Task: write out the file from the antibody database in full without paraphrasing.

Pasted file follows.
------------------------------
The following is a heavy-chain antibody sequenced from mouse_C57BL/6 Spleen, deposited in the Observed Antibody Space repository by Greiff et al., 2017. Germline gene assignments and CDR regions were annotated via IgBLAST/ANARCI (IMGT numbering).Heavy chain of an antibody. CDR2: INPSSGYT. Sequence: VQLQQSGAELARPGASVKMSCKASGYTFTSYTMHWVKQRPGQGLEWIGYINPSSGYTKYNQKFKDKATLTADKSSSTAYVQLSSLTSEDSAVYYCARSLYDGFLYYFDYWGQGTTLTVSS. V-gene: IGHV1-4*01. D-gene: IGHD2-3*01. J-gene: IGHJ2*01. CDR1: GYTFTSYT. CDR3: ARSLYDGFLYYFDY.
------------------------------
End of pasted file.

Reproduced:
The following is a heavy-chain antibody sequenced from mouse_C57BL/6 Spleen, deposited in the Observed Antibody Space repository by Greiff et al., 2017. Germline gene assignments and CDR regions were annotated via IgBLAST/ANARCI (IMGT numbering).Heavy chain of an antibody. CDR2: INPSSGYT. Sequence: VQLQQSGAELARPGASVKMSCKASGYTFTSYTMHWVKQRPGQGLEWIGYINPSSGYTKYNQKFKDKATLTADKSSSTAYVQLSSLTSEDSAVYYCARSLYDGFLYYFDYWGQGTTLTVSS. V-gene: IGHV1-4*01. D-gene: IGHD2-3*01. J-gene: IGHJ2*01. CDR1: GYTFTSYT. CDR3: ARSLYDGFLYYFDY.